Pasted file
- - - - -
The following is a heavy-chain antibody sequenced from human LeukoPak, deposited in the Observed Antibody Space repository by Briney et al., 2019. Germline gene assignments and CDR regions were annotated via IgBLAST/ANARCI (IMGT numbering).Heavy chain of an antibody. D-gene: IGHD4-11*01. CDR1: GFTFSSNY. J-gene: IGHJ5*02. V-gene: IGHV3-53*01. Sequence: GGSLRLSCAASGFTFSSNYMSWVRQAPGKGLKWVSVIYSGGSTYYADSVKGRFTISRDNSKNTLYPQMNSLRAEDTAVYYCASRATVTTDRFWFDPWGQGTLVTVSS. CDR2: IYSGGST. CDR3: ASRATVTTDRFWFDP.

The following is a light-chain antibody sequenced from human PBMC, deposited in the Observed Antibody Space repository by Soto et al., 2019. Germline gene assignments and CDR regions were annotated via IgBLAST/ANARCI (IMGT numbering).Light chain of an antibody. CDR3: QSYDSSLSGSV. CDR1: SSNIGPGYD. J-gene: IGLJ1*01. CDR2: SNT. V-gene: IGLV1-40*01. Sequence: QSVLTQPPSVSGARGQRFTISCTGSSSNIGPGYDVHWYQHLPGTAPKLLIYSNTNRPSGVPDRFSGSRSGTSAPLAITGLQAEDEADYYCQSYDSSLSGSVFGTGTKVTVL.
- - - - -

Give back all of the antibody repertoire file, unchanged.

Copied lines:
The following is a heavy-chain antibody sequenced from human LeukoPak, deposited in the Observed Antibody Space repository by Briney et al., 2019. Germline gene assignments and CDR regions were annotated via IgBLAST/ANARCI (IMGT numbering).Heavy chain of an antibody. D-gene: IGHD4-11*01. CDR1: GFTFSSNY. J-gene: IGHJ5*02. V-gene: IGHV3-53*01. Sequence: GGSLRLSCAASGFTFSSNYMSWVRQAPGKGLKWVSVIYSGGSTYYADSVKGRFTISRDNSKNTLYPQMNSLRAEDTAVYYCASRATVTTDRFWFDPWGQGTLVTVSS. CDR2: IYSGGST. CDR3: ASRATVTTDRFWFDP.

The following is a light-chain antibody sequenced from human PBMC, deposited in the Observed Antibody Space repository by Soto et al., 2019. Germline gene assignments and CDR regions were annotated via IgBLAST/ANARCI (IMGT numbering).Light chain of an antibody. CDR3: QSYDSSLSGSV. CDR1: SSNIGPGYD. J-gene: IGLJ1*01. CDR2: SNT. V-gene: IGLV1-40*01. Sequence: QSVLTQPPSVSGARGQRFTISCTGSSSNIGPGYDVHWYQHLPGTAPKLLIYSNTNRPSGVPDRFSGSRSGTSAPLAITGLQAEDEADYYCQSYDSSLSGSVFGTGTKVTVL.